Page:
Systemic opioids remain the mainstay of symptom relief, she said. There is some clinical interest in nebulized narcotics; however, there are few controlled studies in the literature that demonstrate their superiority to systemic narcotics.

Supplemental oxygen is often used to treat dyspnea. Although some physicians believe it is overprescribed in the United States and that its benefit is primarily the result of placebo effect, Dr. LeGrand said that she was comfortable offering it to end-stage patients.

Methylxanthines can augment respiratory muscle function, particularly the diaphragm, but there are no studies in this population. Bronchodilators, often underutilized, are helpful, she said. Corticosteroids and anxiolytics also can play a role in symptomatic treatment.

Wheezing and Bronchospasm

Wheezing and bronchospasm are common causes of dyspnea and may be pulmonary or cardiac in origin. Wheezing is a frequent premorbid condition. It can be differentiated from stridor by its pitch and loudness.

The pulmonary function tests needed to diagnose the cause of wheezing are tiring, and Dr. LeGrand recommended avoiding such tests for weak patients. Instead, the physician can initiate a therapeutic trial of bronchodilators. Patients often benefit from bronchodilators thus obviating pulmonary function tests.

Cough Common in Lung Cancer

Coughing contributes to dyspnea, nausea and vomiting, and pain. A patient who coughs hard enough can break ribs. This symptom is present in 79% of patients who present with lung cancer.

Cough in palliative care patients can have many causes, Dr. LeGrand said. Gastroesophageal reflux is a common cause. Patients with cardiopulmonary disease will cough. Some medications, particularly angiotensin-converting enzyme (ACE) inhibitors given for congestive heart failure, can cause cough. A weak patient who is swallowing ineffectively may aspirate food and cough. Finally, a patient may have a cold or sinus infection that is responsible for the cough.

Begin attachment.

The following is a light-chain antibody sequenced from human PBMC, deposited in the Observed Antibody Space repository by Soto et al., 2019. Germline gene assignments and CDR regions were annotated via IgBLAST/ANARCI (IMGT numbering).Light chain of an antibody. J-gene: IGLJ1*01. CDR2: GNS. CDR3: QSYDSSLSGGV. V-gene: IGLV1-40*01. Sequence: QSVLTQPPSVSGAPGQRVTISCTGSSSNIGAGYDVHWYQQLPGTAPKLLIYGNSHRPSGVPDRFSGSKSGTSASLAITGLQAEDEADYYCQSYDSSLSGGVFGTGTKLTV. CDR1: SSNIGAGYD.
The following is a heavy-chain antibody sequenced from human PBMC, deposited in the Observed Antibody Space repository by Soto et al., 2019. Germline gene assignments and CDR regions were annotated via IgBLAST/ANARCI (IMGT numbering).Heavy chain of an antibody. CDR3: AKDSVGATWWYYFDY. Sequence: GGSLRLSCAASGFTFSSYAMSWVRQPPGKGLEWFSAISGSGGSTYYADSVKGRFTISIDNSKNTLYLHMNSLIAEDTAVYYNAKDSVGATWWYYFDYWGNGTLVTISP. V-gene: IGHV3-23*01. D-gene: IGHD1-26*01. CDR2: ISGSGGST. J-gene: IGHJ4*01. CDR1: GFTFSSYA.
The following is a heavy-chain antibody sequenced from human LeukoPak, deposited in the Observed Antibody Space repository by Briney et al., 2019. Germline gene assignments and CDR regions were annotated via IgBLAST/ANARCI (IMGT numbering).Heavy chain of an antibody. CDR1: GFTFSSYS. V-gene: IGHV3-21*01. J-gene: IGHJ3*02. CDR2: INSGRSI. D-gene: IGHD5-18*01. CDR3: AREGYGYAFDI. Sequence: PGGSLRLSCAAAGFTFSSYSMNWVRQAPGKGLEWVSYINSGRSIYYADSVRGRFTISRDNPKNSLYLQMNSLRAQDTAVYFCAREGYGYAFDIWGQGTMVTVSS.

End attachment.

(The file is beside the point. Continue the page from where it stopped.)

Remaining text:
A cough should be addressed by treating the underlying disease, if possible. With palliative care patients, however, Dr. LeGrand said, it may only be possible to treat the symptom.

Opioids are effective cough sup-pressants, she said. No advantage has been shown for using one type of opioid over another, so there is no advantage for switching drugs. Dextromethorphan, present in many over-the-counter medications, may be useful.

There is some support in the literature for giving an elixir rather than a pill because it is more soothing. The literature also shows that the nonopioid benzo-natate (Tessalon Perles) is effective.

Although nebulized anesthetics have been shown to provide prolonged relief from an uncontrolled cough, Dr. LeGrand said she would like to see more controlled trials. One drawback to nebulized anesthetics is that the patient is required to fast after their use because the inhaled anesthetics eliminate the gag reflex and cause a local anesthesia of the buccal mucosa.

Pleural effusion should be suspected if the patient reports dyspnea that started with exertion and then was present even at rest. Dyspnea is often better when the patient sits up. Cough and chest pain may also be present. In 10% to 50% of patients, pleural effusion may signal the initial manifestation of tumor.

Pleural effusion can be diagnosed by chest x-ray and decubitus films. If the etiology is in question, a diagnostic tap is appropriate, but is not necessary if the patient is already known to have metastatic cancer. A detailed evaluation of fluid is not helpful in advanced cancer.

Treatment for pleural effusion “very much depends on where the patient is in his or her life,” Dr. LeGrand said. Tube thoracostomy with sclerosis is the predominant treatment and is successful in about 70% of patients. Pleurectomy is usually inappropriate for a patient with advanced cancer. With very short life expectancy, periodic thoracentesis might be appropriate. Treatment may also include thorascopic pleurodesis.